Station Eleven – Emily St. John Mandel
I ended March with a disappointing semi-apocalyptic novel, Black Moon. As I was finishing it, I got the notice from the library that my hold on Station Eleven had come in. It was much better.
Mandel goes to the Stephen King well to find the source of her apocalypse: a super flu that races around the world and quickly wipes out much of the population, leaving the few survivors to attempt to forge a new society with almost no modern technology.
She zigs and zags between the first days of the plague, 20 years later as survivors attempt to put society back together, and then some background of a few key characters from well before the super flu. She handles this quite nicely, with each jump in time either adding in key elements of back story or building on what the last flashback introduced.
I also loved the way the book rather casually built toward a dramatic encounter near the book’s end. There are two important meetings at the close, but one comes almost as a surprise as the other gets the bulk of the attention in the build-up. When she gets there, she rips the band-aid quickly, to perfect effect.
A False Spring – Pat Jordan
I’ve shared several of Jordan’s articles about baseball over the years. I was finally able to go back to the beginning of his writing. This is an accounting of his final years of high school and beginning of his professional baseball career, which took place in the late 1950s and early 1960s. Without much adornment Jordan lays out how naive he and his brother, who represented him in contract negotiations, were as they worked to get him a contract after high school. He shows, warts and all, how unprepared he was for life in small, minor league towns when he went off to play pro ball. And, in rather casual and shocking language, he shares how, while writing the book in the early 1970s, he discovered he had fathered a child in his first minor league summer.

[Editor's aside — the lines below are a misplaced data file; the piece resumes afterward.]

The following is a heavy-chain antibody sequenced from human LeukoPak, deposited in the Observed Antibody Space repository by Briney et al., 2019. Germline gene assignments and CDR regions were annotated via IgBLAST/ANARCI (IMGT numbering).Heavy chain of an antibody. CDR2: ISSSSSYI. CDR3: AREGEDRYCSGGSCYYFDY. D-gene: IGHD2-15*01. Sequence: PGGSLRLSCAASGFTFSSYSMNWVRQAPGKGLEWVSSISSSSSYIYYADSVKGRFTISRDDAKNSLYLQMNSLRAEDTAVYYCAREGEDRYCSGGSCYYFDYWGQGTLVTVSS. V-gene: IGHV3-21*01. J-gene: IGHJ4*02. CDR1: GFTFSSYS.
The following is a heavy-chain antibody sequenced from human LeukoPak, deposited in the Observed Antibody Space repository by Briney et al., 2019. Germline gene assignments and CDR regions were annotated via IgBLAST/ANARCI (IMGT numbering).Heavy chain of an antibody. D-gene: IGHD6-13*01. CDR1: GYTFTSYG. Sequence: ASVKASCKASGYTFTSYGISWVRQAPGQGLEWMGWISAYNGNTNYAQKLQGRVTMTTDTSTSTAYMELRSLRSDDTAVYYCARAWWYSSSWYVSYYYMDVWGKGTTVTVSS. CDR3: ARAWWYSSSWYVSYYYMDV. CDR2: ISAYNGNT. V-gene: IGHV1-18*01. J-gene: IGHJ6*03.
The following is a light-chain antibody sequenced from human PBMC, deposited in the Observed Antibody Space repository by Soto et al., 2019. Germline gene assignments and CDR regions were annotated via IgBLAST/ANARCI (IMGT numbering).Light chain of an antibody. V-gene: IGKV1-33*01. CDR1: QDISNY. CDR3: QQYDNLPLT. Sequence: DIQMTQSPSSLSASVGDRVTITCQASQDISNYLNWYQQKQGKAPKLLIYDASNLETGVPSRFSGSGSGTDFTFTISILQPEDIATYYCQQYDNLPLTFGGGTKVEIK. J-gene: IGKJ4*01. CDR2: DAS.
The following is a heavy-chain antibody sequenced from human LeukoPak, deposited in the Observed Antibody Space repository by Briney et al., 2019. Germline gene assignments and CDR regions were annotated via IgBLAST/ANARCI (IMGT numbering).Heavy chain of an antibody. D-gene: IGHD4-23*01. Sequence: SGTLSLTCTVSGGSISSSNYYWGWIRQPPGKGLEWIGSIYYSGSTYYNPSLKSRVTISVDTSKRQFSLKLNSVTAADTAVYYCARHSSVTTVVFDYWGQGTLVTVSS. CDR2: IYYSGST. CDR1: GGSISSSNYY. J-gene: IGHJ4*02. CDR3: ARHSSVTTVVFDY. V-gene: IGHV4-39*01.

Jordan entered professional baseball with great promise, but never harnessed his tremendous natural abilities. In the final portion he runs through his final, painful attempt to salvage the hype that came with the signing bonus he received in the summer of ’59.
At no point in the book does Jordan paint himself as a sympathetic character. Which is what makes this such a great read. He looks back, as a married father in his early 30s, on the over-paid, callow, insecure kid he had been and shares it all with the world.
The Increment – David Ignatius
RIPPED FROM THE HEADLINES! Actually this was published in 2009, but it rings true even now. It centers on an Iranian nuclear scientist, who after becoming disillusioned with the path his country’s leaders have taken, approaches the CIA to share the secrets of Iran’s nuclear weapons program. As a CIA agent works to get the scientist out of the country for a meeting, he runs into pressure from the White House, which is eager to go to war with Iran, and the British, who have their long-term, secret plans to sabotage Iran’s nuclear program exposed.
This is a good, quick read with just the right amount of twists and turns and intrigue.